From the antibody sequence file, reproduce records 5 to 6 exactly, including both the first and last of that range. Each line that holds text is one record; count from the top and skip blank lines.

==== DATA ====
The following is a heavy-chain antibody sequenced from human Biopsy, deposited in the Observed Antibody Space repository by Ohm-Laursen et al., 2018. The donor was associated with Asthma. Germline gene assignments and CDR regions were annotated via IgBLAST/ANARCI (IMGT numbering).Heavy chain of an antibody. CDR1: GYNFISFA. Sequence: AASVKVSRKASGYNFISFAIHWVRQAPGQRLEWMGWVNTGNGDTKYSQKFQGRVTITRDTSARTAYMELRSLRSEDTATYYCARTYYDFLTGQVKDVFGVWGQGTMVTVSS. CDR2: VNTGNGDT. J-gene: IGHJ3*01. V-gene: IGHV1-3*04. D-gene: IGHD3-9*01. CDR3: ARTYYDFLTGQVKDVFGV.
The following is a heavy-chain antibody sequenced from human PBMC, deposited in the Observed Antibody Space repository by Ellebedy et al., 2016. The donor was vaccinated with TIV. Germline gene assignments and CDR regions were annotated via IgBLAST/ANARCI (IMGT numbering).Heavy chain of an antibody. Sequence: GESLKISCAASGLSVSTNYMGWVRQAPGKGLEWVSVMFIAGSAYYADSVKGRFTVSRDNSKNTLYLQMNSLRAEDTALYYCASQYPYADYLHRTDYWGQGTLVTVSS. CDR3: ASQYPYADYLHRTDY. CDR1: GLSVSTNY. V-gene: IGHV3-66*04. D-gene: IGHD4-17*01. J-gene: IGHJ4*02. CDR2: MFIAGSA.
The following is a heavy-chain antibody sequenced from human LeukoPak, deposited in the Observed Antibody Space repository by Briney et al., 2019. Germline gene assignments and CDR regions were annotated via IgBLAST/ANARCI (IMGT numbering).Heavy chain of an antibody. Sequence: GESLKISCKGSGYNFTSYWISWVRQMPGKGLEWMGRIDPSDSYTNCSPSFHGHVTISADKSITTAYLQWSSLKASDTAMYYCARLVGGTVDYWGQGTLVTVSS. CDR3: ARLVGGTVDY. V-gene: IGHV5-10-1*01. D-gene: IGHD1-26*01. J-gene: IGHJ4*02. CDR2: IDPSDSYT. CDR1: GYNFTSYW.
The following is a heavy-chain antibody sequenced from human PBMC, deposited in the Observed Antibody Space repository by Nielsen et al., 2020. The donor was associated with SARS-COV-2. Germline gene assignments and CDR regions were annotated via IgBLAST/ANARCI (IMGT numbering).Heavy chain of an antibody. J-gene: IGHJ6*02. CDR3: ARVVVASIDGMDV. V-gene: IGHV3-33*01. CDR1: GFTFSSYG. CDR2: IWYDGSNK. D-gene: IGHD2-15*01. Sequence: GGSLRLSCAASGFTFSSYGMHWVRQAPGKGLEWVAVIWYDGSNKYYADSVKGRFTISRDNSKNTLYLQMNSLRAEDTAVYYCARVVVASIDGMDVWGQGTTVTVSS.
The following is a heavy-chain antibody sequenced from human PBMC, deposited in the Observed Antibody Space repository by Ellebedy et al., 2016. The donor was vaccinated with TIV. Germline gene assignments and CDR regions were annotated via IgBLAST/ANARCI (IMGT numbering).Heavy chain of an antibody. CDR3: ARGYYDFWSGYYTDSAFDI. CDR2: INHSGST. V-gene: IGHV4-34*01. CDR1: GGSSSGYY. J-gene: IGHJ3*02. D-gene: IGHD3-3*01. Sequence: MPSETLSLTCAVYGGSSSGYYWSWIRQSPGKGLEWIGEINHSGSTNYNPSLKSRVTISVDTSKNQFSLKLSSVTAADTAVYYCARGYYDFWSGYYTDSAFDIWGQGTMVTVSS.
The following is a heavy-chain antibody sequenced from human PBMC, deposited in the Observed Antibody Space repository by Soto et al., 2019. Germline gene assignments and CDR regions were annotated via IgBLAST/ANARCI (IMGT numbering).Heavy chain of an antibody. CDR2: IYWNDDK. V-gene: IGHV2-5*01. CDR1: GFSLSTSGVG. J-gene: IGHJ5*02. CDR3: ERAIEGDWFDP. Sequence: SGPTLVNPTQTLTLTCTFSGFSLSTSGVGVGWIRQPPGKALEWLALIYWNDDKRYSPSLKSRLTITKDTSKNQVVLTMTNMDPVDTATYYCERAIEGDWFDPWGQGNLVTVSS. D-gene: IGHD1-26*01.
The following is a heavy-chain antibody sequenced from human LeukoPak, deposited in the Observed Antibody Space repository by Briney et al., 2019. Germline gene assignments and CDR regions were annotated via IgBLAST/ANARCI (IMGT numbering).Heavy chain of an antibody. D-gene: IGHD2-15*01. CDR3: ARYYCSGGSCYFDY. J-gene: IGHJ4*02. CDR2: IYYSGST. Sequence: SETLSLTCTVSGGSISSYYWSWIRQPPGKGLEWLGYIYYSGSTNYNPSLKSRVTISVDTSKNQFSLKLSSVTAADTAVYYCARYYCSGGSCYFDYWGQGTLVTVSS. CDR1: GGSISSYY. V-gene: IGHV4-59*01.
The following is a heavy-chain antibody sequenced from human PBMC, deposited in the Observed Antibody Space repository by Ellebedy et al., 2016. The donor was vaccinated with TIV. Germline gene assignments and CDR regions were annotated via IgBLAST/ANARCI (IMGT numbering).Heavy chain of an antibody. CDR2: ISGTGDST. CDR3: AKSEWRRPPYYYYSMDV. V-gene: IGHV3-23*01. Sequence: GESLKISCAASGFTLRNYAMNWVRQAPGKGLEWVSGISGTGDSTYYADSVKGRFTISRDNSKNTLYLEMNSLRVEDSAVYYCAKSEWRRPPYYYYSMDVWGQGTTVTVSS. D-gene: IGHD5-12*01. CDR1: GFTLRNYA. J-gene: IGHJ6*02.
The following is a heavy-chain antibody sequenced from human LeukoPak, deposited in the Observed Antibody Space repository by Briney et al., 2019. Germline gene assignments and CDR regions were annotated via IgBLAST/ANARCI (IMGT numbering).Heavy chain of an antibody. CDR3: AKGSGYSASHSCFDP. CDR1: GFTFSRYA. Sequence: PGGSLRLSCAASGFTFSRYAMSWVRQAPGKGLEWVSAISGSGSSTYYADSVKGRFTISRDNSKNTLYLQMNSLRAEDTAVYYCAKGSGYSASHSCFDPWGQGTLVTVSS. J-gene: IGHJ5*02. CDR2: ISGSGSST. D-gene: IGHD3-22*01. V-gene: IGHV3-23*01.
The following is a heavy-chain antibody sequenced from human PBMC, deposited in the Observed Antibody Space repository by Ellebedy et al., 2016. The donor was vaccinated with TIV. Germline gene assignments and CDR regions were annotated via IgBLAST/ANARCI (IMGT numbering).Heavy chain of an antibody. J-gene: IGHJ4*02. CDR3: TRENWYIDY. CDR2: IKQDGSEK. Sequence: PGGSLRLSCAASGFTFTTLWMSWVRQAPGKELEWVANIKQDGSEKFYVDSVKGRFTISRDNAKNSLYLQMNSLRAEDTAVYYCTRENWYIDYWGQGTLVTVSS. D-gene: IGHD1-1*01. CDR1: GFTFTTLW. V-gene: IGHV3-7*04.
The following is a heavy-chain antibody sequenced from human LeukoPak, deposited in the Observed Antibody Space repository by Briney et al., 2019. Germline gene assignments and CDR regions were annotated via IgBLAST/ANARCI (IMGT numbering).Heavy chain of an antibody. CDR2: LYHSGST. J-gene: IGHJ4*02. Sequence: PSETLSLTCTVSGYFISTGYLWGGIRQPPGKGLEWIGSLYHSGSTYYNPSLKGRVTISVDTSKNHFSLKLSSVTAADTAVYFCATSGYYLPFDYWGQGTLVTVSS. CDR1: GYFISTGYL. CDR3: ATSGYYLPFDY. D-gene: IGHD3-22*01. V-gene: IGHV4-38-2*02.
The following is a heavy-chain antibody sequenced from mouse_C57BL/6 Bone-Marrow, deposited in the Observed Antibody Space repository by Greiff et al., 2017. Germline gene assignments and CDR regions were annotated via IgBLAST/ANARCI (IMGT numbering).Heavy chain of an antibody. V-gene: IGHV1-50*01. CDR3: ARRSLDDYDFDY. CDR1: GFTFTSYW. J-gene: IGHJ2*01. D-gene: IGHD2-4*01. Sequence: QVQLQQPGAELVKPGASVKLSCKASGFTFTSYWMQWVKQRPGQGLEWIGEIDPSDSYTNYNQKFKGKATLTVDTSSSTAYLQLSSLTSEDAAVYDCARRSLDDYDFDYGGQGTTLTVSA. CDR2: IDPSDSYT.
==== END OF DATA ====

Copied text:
The following is a heavy-chain antibody sequenced from human PBMC, deposited in the Observed Antibody Space repository by Ellebedy et al., 2016. The donor was vaccinated with TIV. Germline gene assignments and CDR regions were annotated via IgBLAST/ANARCI (IMGT numbering).Heavy chain of an antibody. CDR3: ARGYYDFWSGYYTDSAFDI. CDR2: INHSGST. V-gene: IGHV4-34*01. CDR1: GGSSSGYY. J-gene: IGHJ3*02. D-gene: IGHD3-3*01. Sequence: MPSETLSLTCAVYGGSSSGYYWSWIRQSPGKGLEWIGEINHSGSTNYNPSLKSRVTISVDTSKNQFSLKLSSVTAADTAVYYCARGYYDFWSGYYTDSAFDIWGQGTMVTVSS.
The following is a heavy-chain antibody sequenced from human PBMC, deposited in the Observed Antibody Space repository by Soto et al., 2019. Germline gene assignments and CDR regions were annotated via IgBLAST/ANARCI (IMGT numbering).Heavy chain of an antibody. CDR2: IYWNDDK. V-gene: IGHV2-5*01. CDR1: GFSLSTSGVG. J-gene: IGHJ5*02. CDR3: ERAIEGDWFDP. Sequence: SGPTLVNPTQTLTLTCTFSGFSLSTSGVGVGWIRQPPGKALEWLALIYWNDDKRYSPSLKSRLTITKDTSKNQVVLTMTNMDPVDTATYYCERAIEGDWFDPWGQGNLVTVSS. D-gene: IGHD1-26*01.